People also ask” is placed below “people also search for” in mobile search. It means visual elements and search intent are crucial for mobile SERP, as smartphone users have shorter attention spans than desktop users.

Click-Through Rate

The placement of the search results in the SERPs is SEO’s ultimate objective, and it’s crucial to figure out how you can help your website appear in the top three results, especially for mobile devices.


The click-through rate (CTR) for SERPs drops at a slower pace on mobile devices than on desktops. Several reasons can explain a CTR drop on mobile search results. The results that appear like individualized cards have higher visibility; visual elements such as photos and video thumbnails further boost it. A visually appealing graphic attracts attention even if the result appears lower in the SERPs.

Mobile vs. Desktop CTR


Since desktops have bigger screens than smartphones, search results have more space and clarity, allowing you to view several results at one time. But the CTR sharply drops as you go down the page. For example, if the first position has a CTR of 31%, the second will most likely have just 15%. It mainly happens because users can see more results at a time on a desktop.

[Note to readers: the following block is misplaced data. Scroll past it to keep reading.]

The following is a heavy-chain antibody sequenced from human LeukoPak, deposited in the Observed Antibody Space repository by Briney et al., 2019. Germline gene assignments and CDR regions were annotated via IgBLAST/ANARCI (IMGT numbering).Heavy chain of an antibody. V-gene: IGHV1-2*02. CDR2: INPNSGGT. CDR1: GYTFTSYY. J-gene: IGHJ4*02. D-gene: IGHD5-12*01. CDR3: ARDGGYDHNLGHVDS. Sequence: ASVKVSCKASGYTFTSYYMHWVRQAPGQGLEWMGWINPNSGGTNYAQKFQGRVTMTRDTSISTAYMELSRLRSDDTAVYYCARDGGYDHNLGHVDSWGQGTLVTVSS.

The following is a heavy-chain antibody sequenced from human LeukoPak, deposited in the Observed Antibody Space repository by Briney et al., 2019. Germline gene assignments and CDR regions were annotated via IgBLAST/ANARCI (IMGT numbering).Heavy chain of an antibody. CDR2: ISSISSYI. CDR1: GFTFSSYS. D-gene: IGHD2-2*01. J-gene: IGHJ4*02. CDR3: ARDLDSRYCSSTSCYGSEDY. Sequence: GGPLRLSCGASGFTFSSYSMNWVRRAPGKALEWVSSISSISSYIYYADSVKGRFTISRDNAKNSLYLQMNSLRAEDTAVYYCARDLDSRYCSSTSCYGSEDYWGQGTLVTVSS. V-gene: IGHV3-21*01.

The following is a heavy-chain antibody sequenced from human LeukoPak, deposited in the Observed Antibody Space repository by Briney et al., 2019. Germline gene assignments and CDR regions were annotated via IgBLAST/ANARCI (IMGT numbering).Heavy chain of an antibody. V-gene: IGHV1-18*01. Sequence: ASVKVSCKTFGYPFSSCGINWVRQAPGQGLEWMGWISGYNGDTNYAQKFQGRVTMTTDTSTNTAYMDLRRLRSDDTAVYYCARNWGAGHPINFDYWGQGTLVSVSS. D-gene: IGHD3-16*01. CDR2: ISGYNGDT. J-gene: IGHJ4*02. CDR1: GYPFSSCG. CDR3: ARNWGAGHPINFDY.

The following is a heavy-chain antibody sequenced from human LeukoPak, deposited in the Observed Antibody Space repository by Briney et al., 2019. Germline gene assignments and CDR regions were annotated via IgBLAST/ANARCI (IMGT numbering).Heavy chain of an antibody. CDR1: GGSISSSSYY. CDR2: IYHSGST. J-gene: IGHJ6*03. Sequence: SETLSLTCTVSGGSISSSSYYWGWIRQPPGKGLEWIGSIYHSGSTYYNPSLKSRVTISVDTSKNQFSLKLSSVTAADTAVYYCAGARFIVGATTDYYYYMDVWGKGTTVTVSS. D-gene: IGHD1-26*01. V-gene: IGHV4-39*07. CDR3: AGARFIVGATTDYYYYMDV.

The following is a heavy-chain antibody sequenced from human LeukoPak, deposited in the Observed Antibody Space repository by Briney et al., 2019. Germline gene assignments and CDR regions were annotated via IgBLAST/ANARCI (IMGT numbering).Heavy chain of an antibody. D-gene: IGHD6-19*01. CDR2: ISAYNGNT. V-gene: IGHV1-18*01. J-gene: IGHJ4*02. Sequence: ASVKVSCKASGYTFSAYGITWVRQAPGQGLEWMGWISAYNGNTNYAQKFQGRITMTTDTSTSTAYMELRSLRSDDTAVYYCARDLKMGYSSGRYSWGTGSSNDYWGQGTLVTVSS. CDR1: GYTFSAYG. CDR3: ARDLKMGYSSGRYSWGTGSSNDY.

Search Layout

Search layout also affects your website’s SEO. Let’s discuss it for both the mobile and desktop versions.


Google displays search results differently on mobile phones and desktops. On smartphones, it shows text and pictures with more room for visual elements. That’s why you can’t see more than 2-3 results on your mobile screen at a time.

Mobile also offers more features than desktop in terms of search results. For example, “knowledge panels” appear on top of mobile devices, whereas they appear to the right on desktops. As a result, the other organic results are pushed down.

Search Layout on Mobile

Mobile results also have “Interesting Finds” snippets to display relevant web pages that a user can find helpful and exciting. Mobile results also show the site path and the website’s name with a favicon. However, it doesn’t display the URL.


The desktop offers almost all the features that mobiles do, such as featured snippets, people also ask section, knowledge panels, and local 3-packs. However, other organic results don’t get pushed down as desktops have enough space to display several listings.

Search Layout on Desktop

Why are Google search results different on mobile phones than desktops?

User experience is a prime concern for Google, and that’s why search results appear differently on different devices. However, it’s important to note that it doesn’t affect the website rankings. The only difference is the way search results appear.